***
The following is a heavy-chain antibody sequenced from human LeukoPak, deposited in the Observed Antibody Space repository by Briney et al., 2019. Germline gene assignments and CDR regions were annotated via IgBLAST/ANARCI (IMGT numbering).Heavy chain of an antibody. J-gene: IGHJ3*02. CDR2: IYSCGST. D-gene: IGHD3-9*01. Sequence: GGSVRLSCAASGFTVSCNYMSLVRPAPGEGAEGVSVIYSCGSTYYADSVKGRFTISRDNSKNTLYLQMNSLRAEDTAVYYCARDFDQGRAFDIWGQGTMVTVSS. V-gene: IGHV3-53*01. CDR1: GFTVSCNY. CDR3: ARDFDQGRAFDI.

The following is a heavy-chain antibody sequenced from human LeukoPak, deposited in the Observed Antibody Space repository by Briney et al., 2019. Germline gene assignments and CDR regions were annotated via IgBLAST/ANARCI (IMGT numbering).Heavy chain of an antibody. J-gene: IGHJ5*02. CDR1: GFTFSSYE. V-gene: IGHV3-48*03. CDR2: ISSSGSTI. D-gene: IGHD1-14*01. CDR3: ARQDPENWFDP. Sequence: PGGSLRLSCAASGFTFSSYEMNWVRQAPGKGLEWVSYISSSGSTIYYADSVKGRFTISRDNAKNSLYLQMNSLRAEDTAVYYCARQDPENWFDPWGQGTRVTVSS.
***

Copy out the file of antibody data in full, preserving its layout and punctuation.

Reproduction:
The following is a heavy-chain antibody sequenced from human LeukoPak, deposited in the Observed Antibody Space repository by Briney et al., 2019. Germline gene assignments and CDR regions were annotated via IgBLAST/ANARCI (IMGT numbering).Heavy chain of an antibody. J-gene: IGHJ3*02. CDR2: IYSCGST. D-gene: IGHD3-9*01. Sequence: GGSVRLSCAASGFTVSCNYMSLVRPAPGEGAEGVSVIYSCGSTYYADSVKGRFTISRDNSKNTLYLQMNSLRAEDTAVYYCARDFDQGRAFDIWGQGTMVTVSS. V-gene: IGHV3-53*01. CDR1: GFTVSCNY. CDR3: ARDFDQGRAFDI.

The following is a heavy-chain antibody sequenced from human LeukoPak, deposited in the Observed Antibody Space repository by Briney et al., 2019. Germline gene assignments and CDR regions were annotated via IgBLAST/ANARCI (IMGT numbering).Heavy chain of an antibody. J-gene: IGHJ5*02. CDR1: GFTFSSYE. V-gene: IGHV3-48*03. CDR2: ISSSGSTI. D-gene: IGHD1-14*01. CDR3: ARQDPENWFDP. Sequence: PGGSLRLSCAASGFTFSSYEMNWVRQAPGKGLEWVSYISSSGSTIYYADSVKGRFTISRDNAKNSLYLQMNSLRAEDTAVYYCARQDPENWFDPWGQGTRVTVSS.